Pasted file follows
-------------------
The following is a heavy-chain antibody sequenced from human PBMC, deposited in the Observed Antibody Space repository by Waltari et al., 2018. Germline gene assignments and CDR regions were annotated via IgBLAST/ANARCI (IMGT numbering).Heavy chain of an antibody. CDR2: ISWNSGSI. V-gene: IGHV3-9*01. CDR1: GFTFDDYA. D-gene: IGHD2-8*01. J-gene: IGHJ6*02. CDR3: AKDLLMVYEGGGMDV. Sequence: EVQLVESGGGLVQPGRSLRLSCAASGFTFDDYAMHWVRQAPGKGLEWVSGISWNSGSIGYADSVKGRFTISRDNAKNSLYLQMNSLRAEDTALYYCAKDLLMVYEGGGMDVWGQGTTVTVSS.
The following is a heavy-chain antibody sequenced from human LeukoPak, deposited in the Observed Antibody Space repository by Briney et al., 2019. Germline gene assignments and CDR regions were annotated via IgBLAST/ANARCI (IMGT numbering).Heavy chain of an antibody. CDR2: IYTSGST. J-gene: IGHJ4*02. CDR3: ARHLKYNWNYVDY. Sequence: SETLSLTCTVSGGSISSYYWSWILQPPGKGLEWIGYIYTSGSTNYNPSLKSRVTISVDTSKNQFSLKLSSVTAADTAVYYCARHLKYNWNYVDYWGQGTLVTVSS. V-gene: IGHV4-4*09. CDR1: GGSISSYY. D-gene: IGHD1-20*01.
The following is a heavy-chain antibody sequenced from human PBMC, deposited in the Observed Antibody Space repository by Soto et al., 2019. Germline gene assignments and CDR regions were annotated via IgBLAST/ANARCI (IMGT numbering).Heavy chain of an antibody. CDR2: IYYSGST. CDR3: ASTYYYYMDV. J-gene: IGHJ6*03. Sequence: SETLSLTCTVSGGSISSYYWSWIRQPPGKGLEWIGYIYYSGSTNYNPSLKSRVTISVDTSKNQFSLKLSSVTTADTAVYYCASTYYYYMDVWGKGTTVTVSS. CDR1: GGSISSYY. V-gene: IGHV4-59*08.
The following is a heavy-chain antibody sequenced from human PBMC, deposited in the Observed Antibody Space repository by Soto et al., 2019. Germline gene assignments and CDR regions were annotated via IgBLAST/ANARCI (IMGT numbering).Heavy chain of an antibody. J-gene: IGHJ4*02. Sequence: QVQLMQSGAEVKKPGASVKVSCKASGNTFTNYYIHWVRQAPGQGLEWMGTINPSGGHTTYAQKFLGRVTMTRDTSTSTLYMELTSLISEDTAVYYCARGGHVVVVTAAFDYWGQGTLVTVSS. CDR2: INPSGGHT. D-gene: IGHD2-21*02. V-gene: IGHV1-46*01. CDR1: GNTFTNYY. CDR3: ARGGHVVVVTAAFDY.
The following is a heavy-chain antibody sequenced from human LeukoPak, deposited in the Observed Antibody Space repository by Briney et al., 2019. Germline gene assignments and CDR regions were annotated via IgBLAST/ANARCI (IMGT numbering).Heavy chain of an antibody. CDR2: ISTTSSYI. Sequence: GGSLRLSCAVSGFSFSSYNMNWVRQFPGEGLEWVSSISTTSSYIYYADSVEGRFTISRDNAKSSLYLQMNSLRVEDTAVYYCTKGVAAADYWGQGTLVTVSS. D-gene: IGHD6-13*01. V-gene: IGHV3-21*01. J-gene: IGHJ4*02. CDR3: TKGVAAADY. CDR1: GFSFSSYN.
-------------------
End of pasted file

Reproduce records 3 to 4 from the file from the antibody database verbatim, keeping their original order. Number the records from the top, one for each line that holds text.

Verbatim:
The following is a heavy-chain antibody sequenced from human PBMC, deposited in the Observed Antibody Space repository by Soto et al., 2019. Germline gene assignments and CDR regions were annotated via IgBLAST/ANARCI (IMGT numbering).Heavy chain of an antibody. CDR2: IYYSGST. CDR3: ASTYYYYMDV. J-gene: IGHJ6*03. Sequence: SETLSLTCTVSGGSISSYYWSWIRQPPGKGLEWIGYIYYSGSTNYNPSLKSRVTISVDTSKNQFSLKLSSVTTADTAVYYCASTYYYYMDVWGKGTTVTVSS. CDR1: GGSISSYY. V-gene: IGHV4-59*08.
The following is a heavy-chain antibody sequenced from human PBMC, deposited in the Observed Antibody Space repository by Soto et al., 2019. Germline gene assignments and CDR regions were annotated via IgBLAST/ANARCI (IMGT numbering).Heavy chain of an antibody. J-gene: IGHJ4*02. Sequence: QVQLMQSGAEVKKPGASVKVSCKASGNTFTNYYIHWVRQAPGQGLEWMGTINPSGGHTTYAQKFLGRVTMTRDTSTSTLYMELTSLISEDTAVYYCARGGHVVVVTAAFDYWGQGTLVTVSS. CDR2: INPSGGHT. D-gene: IGHD2-21*02. V-gene: IGHV1-46*01. CDR1: GNTFTNYY. CDR3: ARGGHVVVVTAAFDY.